When an X-ray comes back bearing bad news, the first year medical student may not know precisely what she’s seeing, and she shouldn’t claim that she does. She knows something is not right, but she’s at a loss to explain and remains appropriately silent, her heart breaking for the patient about to be told some very hard truths. But the studied surgeon, while she can’t explain all the how’s and why’s of the disease’s development or even how it came about in this particular patient’s life, has a much better sense of the history and typical behavior of such maladies. She's read the journals and talked with so many sufferers; she's much more epistemologically and experientially equipped to deal with mysterious illness. She recognizes when something is really bad and perhaps unpredictably dangerous. Unlike the med student who cannot claim as much knowledge and experience, this veteran surgeon takes more deeply into her soul the full gravity of what she’s seeing. She understands more fully the horror of what that spot on the film indicates, and she knows with more informed empathy what it will be like for the person whose life may be taken by that pernicious little mass, representing a silent, stalking murderer within her patient’s body. Imagine if the veteran surgeon willfully told the patient only what the first year student knows. There's something like that going on in Wright's article, if it means to give us a sense of what Christianity can and cannot contribute to our understanding of worldwide pain. While none of us should presume to know the mind of God concerning the Coronavirus, he has indeed revealed what he wants us to know regarding the condition of the world which makes such calamities not only possible or even probable, but pretty much guaranteed (Romans 8). God reveals the underlying cause behind every bad news X-ray and world-suffocating pandemic. Profound biblical scholar that he is, Wright’s silence on this essential biblical theme is tantamount to theological malpractice.
What Wright gives us in his well-meant piece, putting aside the aforementioned barbs is, at best, incomplete information. He’s given us enough of the Bible’s sense of pandemics and life’s pains in general to know that the Bible takes them seriously, and has provided for life-giving lament even as we mourn lives stolen away. But precisely because of the context in which he writes, his incomplete analysis is not ideologically innocuous. Wright has given us dangerous misdirection. He’s left us in the dark not because the Bible gives us every answer we desire about every global fright or every personal fear, nor because the Bible provides merely emotional catharsis which somehow satisfies in the stead of solid answers. He’s left us in the dark because the Bible does in fact tell us, indeed it begs us to hear (Psalm 78, Proverbs 8), the essential, constitutive principles of the reality of the world we live in; to know what God has done and is doing through the finished redemptive work of his Son to save it; and to have and embrace, so often through tears, the very real and realistic hope found in the risen Christ.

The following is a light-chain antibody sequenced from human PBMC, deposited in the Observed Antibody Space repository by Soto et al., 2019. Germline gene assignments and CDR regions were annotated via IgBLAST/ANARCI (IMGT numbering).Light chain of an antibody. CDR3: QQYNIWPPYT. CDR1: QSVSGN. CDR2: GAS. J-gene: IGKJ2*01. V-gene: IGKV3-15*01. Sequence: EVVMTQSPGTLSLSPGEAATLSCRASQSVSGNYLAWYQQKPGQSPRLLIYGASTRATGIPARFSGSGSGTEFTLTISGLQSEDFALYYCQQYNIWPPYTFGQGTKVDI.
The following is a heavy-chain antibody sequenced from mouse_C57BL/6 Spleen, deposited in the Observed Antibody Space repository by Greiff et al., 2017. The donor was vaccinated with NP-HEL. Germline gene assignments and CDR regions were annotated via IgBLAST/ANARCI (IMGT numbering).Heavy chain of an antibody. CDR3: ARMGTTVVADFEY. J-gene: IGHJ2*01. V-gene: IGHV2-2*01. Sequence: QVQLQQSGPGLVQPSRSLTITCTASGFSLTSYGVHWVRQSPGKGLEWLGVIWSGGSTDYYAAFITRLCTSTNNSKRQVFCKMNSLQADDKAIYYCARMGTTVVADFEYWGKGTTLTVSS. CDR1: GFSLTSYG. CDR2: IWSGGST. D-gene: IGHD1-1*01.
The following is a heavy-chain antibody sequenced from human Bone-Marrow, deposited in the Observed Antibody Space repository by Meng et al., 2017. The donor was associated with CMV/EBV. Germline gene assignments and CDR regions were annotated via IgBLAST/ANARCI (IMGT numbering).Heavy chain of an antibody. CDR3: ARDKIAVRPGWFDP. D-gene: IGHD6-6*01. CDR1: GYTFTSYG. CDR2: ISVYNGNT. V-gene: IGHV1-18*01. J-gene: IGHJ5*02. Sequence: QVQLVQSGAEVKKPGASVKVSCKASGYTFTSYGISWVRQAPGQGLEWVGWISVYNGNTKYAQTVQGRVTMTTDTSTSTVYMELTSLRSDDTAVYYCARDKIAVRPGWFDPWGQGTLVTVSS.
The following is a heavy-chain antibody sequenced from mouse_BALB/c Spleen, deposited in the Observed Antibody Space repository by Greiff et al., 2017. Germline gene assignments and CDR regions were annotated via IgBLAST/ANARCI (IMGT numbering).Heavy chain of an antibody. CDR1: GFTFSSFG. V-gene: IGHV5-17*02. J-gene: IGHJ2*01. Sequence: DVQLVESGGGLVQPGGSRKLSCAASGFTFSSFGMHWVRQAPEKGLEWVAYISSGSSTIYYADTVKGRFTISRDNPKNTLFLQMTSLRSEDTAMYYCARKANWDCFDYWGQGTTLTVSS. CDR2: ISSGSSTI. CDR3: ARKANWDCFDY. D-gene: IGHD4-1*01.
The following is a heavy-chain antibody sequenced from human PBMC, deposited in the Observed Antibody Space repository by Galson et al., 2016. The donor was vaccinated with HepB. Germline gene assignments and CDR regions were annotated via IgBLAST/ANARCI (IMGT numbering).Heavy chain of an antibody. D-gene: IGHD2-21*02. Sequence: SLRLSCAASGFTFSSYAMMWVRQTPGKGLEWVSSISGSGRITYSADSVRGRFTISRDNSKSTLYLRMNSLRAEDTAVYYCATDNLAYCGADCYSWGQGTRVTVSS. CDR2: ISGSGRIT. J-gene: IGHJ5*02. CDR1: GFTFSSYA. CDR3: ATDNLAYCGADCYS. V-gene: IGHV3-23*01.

Equipped with biblical truth, instructive but not exhaustive, in times of mystifying, murderous pandemic, Christians can with full hearts cry, contemplate, serve, remain in silence when necessary and speak out when needed. We who are “sheltered in place” can reach across the chasm of social distance with prayer, empathy, as much truth-empowered presence and practical provision of need as we can muster, an expression of Christ’s always being present with us; if our callings take us to the front lines of this hellish conflict, we can fight for and participate first hand in powerful previews of the full healing Christ will bring to the cosmos upon his return. And if this plague should touch us or even take us from this world, we can know – with absolute certainty (John 17, 20) – that if we die in the Lord we shall be with the Lord (Philippians 1). Further, the Bible equips us with ethical maxims (Exodus 20, Matthew 5-7) which call us back from tempting, dehumanizing responses to human tragedy. Scripture calls us to faith, hope, and love, and actions in keeping with them, no matter the situation in this life, and in the risen Christ, proclaims an utterly realistic, totally true, knowable basis for all of the above. These truths frame our joy and our mourning, our spoken words and our silence, during days of plague and days which remind us of the peace and wholeness to come. These are pervasive, knowable, essential biblical truths which the Psalms express and allow us to sing.
If we’re trusting in Christ, we can know that Jesus Christ bore our sorrows and our sins, (Psalms 13, 51), felt our infirmities, including our loneliness (Psalm 88, 102) and gave himself over to miserable, brutal death for the sake of the life of the world (Psalm 22), rose from the dead for our justification, received by faith (Psalm 16, 32) and is seated now in the place of cosmic supremacy (Psalm 24, 45, 145), reigning over all things (Psalm 99) until he returns to bring shalom, wholeness, to this sin-broken world (Psalm 96, 98).
At this time of pandemic, as ever in this life, though we walk through the valley of the shadow of death, He is with us. Surely goodness and mercy will follow us all the days of our lives, and we will dwell in the house of the Lord forever. Truly Christian lament is humbly silent where God has not spoken; truly Christian lament cries, and it cries out, what his word teaches.